Anonymous yet personal, this Blog chronicles
the daily events and musings of Jim.
It provides an easy way for his friends and family to check in on him,
and serves as a online repository for his random
thoughts, kaleidoscopic flashbacks, and writings on an array of diverse topics.
“Deconstructing Jim” is simply here to
entertain you, but not intended for college credit.

A little about me

My photo
Chapel Hill, NC, United States

Blog Archive

Labels

Art (27) Birthday (3) Book Review (4) Boston (39) CD Review (2) Celebrations (10) Concert Review (39) Dreams (4) Education (5) Employment (11) Factoid (26) Family (28) Flashback (40) Flying (6) Food (22) Friends (8) Fun (14) Health (3) Holland (5) Movies (9) Music (261) Nature (12) NY (8) Obit (8) Poetry (6) Random thoughts (99) Science (12) Sports (6) Tech (35) Travel (27) Weird stuff (28)

Thursday, July 30, 2009

Goodbye Barcode, Hello Bokode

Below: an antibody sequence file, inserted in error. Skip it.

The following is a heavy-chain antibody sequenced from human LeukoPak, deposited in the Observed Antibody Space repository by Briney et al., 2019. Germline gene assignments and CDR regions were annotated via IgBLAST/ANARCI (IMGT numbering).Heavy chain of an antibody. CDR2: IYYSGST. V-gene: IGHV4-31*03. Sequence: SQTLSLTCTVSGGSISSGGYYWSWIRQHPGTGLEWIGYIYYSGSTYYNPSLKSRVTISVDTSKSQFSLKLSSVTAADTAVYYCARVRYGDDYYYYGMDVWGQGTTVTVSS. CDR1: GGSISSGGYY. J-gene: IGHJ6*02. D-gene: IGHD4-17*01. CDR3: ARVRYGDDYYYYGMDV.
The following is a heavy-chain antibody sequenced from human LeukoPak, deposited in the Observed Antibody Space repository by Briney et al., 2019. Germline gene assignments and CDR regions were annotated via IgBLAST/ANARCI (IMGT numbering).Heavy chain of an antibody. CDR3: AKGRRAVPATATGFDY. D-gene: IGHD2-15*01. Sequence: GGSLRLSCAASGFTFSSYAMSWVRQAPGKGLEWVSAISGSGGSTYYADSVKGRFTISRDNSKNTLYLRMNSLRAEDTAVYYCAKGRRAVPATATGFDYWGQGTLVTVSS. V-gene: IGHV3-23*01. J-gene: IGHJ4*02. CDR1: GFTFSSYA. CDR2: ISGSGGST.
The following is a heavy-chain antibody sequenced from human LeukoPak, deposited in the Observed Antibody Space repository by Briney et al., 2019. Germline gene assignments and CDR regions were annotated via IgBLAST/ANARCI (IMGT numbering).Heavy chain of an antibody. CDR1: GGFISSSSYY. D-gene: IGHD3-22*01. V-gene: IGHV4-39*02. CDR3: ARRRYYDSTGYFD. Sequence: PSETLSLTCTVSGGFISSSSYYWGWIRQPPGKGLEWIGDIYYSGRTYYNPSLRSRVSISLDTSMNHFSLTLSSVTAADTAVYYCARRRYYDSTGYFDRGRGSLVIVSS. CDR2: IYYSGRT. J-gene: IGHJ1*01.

Goodbye Barcode...


Hello Bokode...



This little reflective red dot is in your future.

Just when we have grown accustomed to the ubiquitous beeping sound at supermarket checkout lines as our items are magically scanned at checkout, a new technology is about to emerge.

Standard Barcodes have been around for some time. They use a 2-Dimensional technique of optical encoding to store information information digitally.

Now researchers at MIT's Media Lab Camera Culture Group have hit upon a new way of storing information that has several clear advantages over standard Barcodes:

1) It requires much less space. It's about the size of the "@" symbol.
2) It can be read from a distance, up to several meters away.
3) It can store more information: thousands of bits.
4) It can be read by standard digital cameras, which are now common in cellphones, etc.

Bokode uses a brand new system of encoding visual data. It utilizes the angular dimension where light rays vary in brightness depending on the angle at which they emerge. The digital camera has to go into an "unfocused" mode to receive the digitized Bokode image.

It will do more than replace the archaic Barcode. It will find new applications that we can't even imagine.


Links:

http://web.media.mit.edu/~ankit/bokode/
http://web.mit.edu/newsoffice/2009/barcodes-0724.html


------------